Indoor Air Quality

Factors Influencing Air Quality

The quality of the air inside a building is affected by a variety of comfort, physical, chemical and biological factors. Factors influencing the indoor air quality of a room or building include:

  • Comfort issues (temperature, humidity, "stuffiness")
  • Supply of fresh air to the building
  • Accumulation of particulate, biological or chemical contaminants originating from within or outside the building

Addressing Indoor Air Quality Concerns

In the event of an unexpected and/or unusual odor in a work area, identify the source of the odor as soon as possible. Begin by asking other building occupants about work or activities that may be going on that could be the cause. If the source cannot be identified, or if the odors are extreme or are causing acute reactions to building occupants, contact EHS at 258-5294. EHS staff will respond and will help to identify the source and recommend actions.

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Comfort Factors

While the University aims to provide work areas where as many people as possible can work at their highest level of productivity and effectiveness, this goal is balanced against the physical and engineering constraints of the work areas. It is not possible to provide complete comfort to 100% of the population of every workspace due to individual sensitivities.

If there appear to be problems with temperature, humidity, a feeling of stuffiness or not enough fresh air, report the concern to Facilities Customer Service Center at 258-8000.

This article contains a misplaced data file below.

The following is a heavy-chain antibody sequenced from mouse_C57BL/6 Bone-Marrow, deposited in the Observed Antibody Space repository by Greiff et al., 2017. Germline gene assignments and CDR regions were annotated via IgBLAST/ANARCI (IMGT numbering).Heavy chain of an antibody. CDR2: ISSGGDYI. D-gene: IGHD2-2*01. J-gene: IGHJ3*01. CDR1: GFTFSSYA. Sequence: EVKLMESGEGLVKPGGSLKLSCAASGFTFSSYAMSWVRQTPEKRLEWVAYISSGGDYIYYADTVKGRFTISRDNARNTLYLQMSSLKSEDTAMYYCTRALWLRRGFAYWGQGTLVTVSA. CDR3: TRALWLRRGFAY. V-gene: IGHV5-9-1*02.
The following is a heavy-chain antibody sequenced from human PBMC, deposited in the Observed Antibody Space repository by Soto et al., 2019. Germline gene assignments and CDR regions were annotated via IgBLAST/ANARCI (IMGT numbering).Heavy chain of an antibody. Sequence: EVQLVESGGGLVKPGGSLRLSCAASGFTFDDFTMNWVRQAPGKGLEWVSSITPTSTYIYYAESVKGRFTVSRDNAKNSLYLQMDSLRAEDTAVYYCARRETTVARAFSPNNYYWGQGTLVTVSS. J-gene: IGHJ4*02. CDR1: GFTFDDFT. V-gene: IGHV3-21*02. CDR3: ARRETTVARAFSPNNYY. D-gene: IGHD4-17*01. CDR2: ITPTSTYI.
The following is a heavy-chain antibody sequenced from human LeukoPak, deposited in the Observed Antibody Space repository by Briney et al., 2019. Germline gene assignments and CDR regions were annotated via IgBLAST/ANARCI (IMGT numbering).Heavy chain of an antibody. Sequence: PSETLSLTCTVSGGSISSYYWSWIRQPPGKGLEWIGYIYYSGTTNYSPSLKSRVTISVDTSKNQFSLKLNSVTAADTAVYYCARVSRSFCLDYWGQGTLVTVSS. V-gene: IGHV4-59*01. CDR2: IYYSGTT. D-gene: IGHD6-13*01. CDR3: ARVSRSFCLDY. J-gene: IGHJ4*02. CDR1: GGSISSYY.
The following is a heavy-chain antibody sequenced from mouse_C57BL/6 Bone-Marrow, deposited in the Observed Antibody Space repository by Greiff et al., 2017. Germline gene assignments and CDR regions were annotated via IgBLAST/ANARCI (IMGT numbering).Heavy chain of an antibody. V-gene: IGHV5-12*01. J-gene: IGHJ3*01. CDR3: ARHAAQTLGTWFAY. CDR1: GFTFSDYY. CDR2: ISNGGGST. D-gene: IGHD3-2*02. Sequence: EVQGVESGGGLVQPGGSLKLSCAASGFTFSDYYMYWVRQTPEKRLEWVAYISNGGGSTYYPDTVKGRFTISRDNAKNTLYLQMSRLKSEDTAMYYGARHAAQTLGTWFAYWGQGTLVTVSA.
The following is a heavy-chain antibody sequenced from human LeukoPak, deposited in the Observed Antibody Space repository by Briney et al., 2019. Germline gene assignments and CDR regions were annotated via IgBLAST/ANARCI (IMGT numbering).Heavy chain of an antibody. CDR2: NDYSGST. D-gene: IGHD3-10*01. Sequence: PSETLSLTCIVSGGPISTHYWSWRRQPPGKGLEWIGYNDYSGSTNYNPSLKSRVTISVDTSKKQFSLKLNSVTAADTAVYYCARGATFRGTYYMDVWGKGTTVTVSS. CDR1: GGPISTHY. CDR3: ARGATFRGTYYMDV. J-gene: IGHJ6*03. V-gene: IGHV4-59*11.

Mold or Other Biological Contaminants

Information on reporting and response to mold and microbial growth concerns can be found in the Health and Safety for the Campus Community section of the website.

Odors or Other Suspected Pollutants

In the event of an unexpected and/or unusual odor in a work area, identify the source of the odor as soon as possible. Begin by asking other building occupants about work or activities that may be going on that could be the cause. If the source cannot be identified, or if the odors are extreme or are causing acute reactions to building occupants, contact EHS at 258-5294. EHS staff will respond and will help to identify the source and recommend actions.

If there is evidence of chemical or dust contamination of the space, EHS will assist in determining the nature and amount of contamination and will compare this information to Occupational Safety and Health Administration regulatory limits and recommended standards from other recognized organizations.